In the last few weeks, it seems that the coronavirus has brought yet another piece of bad news every day. As the world goes deeper and deeper into crisis mode, it’s hard to see the opportunities it brings.
The one unique gift this crisis is giving many of us, however, is space. In the most literal sense, it is giving us physical space from each other – and for many of us, from our regular offices, commutes and meeting places.
More than that, it is giving us space to recalibrate.
The Lessons Learnt by Ford
‘Getting back to basics’ is a critical first step to take when crisis hits – as the Ford Corporation did back in the 1980s. Despite being one of the most enduringly successful brands in the world, Ford got into serious trouble in that decade. In the space of just three years, Ford had lost over $3.3 billion, or almost half of the company’s net worth. In the face of crisis, Ford’s executive leadership team was courageous. Instead of knee-jerk responses, the executive team chose to ask some fundamental questions: “Who are we as a company? What do we stand for? What made us great in the first place? Is it possible we have lost sight of these things along the way?”
After a period of reflection, Ford’s leadership identified what became known as the company’s 3 Ps – people, products and profits – in that order. More than some formulaic mission statement or an exercise in navel gazing, this process of reflection re-calibrated Ford with the very ideology the company’s founder had championed in the business’s early days. Furthermore, it gave Ford’s leadership a simple blueprint for future decision-making which contributed to the company’s sustained turnaround in the years that followed.
Recalibration is About Refocusing
Put simply, re-calibration is about ensuring there is alignment between a brand or organisation and its key values. It is about making sure that what you are doing and how you are doing it lines up with who you are and why you exist in the first place. It may not be sexy or spectacular, but it is critically important – and being ‘off’ even by a few degrees can make all the difference when compounded over time.
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Most businesses and organizations set out with a clear idea of who they are and why they exist. However, as the ‘what’ and ‘how’ get repeated, entities begin to focus on processes and lose sight of their purpose or outcome. Naturally, the longer we do something a certain way without thinking, the harder it becomes to stand back, get our bearings and make sure we are still going in the right direction. Sometimes it takes a crisis to shock us into the consideration of this; the benefit of the unique crisis we are currently in is, it has also given us the time and space to actively engage in this re-calibration.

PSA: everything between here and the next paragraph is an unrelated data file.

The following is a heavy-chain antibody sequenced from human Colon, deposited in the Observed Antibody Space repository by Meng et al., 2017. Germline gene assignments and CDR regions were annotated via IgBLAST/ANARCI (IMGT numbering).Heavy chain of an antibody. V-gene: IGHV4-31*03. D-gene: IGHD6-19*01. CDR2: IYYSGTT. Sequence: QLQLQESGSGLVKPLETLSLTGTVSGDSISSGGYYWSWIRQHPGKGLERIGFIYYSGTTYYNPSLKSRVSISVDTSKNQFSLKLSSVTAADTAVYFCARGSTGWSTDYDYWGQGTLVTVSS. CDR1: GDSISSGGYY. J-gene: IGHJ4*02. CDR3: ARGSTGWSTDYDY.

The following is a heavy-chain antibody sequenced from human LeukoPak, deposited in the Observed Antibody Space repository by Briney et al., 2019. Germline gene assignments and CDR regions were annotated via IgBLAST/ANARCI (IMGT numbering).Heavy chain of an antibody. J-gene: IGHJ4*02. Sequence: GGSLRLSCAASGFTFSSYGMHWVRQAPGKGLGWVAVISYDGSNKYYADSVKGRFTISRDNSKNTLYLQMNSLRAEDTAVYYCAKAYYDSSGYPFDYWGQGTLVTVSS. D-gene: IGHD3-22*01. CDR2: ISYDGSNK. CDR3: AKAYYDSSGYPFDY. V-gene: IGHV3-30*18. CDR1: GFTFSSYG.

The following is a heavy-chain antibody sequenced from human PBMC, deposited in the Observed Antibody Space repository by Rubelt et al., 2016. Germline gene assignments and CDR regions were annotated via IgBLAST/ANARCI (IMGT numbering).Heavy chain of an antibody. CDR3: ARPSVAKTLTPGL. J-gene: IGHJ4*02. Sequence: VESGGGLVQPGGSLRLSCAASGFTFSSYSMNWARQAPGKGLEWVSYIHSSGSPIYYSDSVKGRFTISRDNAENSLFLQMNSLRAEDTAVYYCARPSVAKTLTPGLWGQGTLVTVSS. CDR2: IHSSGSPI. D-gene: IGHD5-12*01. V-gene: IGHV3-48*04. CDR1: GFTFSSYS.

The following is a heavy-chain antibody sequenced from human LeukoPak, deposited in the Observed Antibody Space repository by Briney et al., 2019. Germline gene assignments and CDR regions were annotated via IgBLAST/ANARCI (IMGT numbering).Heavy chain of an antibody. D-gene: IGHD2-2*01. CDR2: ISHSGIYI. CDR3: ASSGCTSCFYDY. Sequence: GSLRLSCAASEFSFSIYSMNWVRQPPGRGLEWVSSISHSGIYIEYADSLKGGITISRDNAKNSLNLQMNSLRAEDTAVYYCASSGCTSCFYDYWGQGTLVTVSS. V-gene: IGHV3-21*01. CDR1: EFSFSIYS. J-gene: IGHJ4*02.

The first key for an organization is to re-calibrate itself with what the French call the raison d’etre – the fundamental reason or purpose for existence. In corporate-speak, this is often referred to as an organisation’s ‘DNA’.
Finding Your DNA Involves 2 Key Steps
Identifying your organisational DNA involves two crucial steps: identifying your values and your purpose.
1. Defining Your Values
Values should not simply be a tokenistic and polished statement of impressive sounding virtues – but a guidepost for strategy and a touchstone for decision-making. They are a living thing – something central to the daily life of an organisation or brand.
The space and the awakening this crisis is providing us with is also giving us a great insight into what our true values are, both as companies and as individuals, and is offering us an opportunity to fortify these values moving forward.
2. Knowing Your Driving Purpose
This second component of an organisation’s DNA is equally important. While defining values require you to answer the question of why do we do things the way we do, the question of driving purpose is one that goes to the very heart of relevance: why do we do what we do at all?
Although many organisations have attempted to answer this question by crafting vision statements or mission statements, these are all-too-often a concoction of policies, practices, strategic aims and goals. True driving purpose, however, is more fundamental long-term and even philosophical than these things.
“It is when crisis hits that we are able to see with a unique clarity the true internal state of our businesses.”
It involves the true reason for the existence of the company, posing questions such as, ‘If you were to cease to exist tomorrow, what would be lost?’ With the threat of this philosophical question seeming very real to many businesses in the economic uncertainty of our current world, there is more reason than ever to find an authentic answer to such questions, which will provide the motivation and direction to move forward when the crisis is over.
Recalibration is a fundamentally crucial practice for all businesses to engage in regardless of the state of the world. However, it is when crisis hits that we are able to see with a unique clarity the true internal state of our businesses. This crisis has given us the opportunity to not only access this clarity but to act on it in the time and space that has been afforded to us.
Although Coronavirus has had some truly devastating effects, it is giving us a moment of time to pause and reflect in all facets of life which is quite literally a ‘once in a century’ opportunity.
 Collins, J & Porras, J. 1994, Built to Last, HarperCollins, New York, pp. 52, 53.
 Zschech, D. 2009, The Great Generational Transition, EWI, Sydney, p. 25.
 Collins, J & Porras, J. 1994, Built to Last, HarperCollins, New York, p. 73
Article supplied with thanks to Michael McQueen. About the Author: Michael McQueen is an award-winning speaker, social researcher and best-selling author.